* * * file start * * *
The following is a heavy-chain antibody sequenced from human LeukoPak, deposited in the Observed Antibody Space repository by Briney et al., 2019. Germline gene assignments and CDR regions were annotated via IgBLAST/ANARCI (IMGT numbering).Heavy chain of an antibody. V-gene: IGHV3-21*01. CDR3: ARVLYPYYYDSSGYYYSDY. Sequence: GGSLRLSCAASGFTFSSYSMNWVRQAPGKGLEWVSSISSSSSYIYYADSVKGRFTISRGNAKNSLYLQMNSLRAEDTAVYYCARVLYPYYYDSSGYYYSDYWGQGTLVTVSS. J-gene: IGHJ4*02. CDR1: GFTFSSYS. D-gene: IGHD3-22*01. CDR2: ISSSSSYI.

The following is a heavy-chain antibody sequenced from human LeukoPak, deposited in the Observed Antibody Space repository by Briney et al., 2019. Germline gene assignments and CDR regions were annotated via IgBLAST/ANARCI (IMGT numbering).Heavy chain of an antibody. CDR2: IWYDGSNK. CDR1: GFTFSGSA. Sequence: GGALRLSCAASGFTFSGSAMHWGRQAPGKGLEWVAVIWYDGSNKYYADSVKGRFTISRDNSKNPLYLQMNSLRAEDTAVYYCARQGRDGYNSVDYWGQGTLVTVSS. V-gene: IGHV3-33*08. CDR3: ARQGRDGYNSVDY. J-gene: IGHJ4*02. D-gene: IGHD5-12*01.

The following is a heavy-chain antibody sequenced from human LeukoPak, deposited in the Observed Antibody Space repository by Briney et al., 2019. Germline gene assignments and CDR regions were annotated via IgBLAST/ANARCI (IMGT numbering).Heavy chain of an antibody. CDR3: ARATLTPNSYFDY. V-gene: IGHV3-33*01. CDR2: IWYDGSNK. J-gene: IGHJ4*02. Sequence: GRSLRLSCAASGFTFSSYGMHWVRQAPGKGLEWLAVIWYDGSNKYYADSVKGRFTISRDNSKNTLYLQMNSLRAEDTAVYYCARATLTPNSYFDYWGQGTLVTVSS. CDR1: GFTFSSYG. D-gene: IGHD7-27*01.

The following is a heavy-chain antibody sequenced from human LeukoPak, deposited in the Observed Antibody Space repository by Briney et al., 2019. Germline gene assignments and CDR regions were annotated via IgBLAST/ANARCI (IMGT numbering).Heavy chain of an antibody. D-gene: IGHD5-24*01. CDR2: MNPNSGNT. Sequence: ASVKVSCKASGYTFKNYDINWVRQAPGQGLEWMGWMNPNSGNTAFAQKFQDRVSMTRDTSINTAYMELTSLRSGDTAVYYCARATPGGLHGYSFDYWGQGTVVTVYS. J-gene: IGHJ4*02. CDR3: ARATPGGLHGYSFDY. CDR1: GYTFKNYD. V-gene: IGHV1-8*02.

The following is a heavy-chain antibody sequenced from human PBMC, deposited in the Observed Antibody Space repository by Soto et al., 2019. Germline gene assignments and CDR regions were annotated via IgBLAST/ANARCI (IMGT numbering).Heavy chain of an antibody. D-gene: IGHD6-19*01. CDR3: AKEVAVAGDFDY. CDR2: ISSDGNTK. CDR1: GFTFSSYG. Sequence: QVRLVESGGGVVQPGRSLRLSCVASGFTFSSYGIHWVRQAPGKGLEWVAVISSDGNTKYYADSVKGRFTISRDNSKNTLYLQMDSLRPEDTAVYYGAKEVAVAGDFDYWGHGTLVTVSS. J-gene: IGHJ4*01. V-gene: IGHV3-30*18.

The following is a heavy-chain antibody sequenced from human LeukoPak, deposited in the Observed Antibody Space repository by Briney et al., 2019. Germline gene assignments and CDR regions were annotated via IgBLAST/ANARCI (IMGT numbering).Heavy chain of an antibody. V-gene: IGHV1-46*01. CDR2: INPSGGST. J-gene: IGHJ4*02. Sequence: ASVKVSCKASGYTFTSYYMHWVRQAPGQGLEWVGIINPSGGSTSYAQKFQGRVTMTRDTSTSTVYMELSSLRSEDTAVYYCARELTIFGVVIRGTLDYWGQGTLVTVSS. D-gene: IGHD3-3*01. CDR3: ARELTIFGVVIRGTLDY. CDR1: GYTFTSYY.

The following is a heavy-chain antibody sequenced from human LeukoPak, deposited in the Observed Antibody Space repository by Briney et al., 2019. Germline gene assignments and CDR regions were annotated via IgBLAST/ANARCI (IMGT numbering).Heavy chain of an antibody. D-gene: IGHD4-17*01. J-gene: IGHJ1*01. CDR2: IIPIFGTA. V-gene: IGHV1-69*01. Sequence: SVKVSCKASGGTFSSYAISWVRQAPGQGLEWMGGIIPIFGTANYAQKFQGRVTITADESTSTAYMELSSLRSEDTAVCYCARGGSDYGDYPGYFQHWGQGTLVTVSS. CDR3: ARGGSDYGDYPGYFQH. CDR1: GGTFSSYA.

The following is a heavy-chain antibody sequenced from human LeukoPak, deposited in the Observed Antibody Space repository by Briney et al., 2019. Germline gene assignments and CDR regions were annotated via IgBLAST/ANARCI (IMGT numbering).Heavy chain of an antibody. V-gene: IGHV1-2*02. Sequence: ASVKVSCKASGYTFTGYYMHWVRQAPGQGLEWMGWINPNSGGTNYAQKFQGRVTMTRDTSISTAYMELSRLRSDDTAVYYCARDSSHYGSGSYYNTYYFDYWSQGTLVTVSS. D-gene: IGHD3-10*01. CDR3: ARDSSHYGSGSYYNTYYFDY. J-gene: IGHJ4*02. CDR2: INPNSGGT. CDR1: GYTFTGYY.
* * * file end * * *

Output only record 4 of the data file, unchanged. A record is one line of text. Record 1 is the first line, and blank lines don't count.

The following is a heavy-chain antibody sequenced from human LeukoPak, deposited in the Observed Antibody Space repository by Briney et al., 2019. Germline gene assignments and CDR regions were annotated via IgBLAST/ANARCI (IMGT numbering).Heavy chain of an antibody. D-gene: IGHD5-24*01. CDR2: MNPNSGNT. Sequence: ASVKVSCKASGYTFKNYDINWVRQAPGQGLEWMGWMNPNSGNTAFAQKFQDRVSMTRDTSINTAYMELTSLRSGDTAVYYCARATPGGLHGYSFDYWGQGTVVTVYS. J-gene: IGHJ4*02. CDR3: ARATPGGLHGYSFDY. CDR1: GYTFKNYD. V-gene: IGHV1-8*02.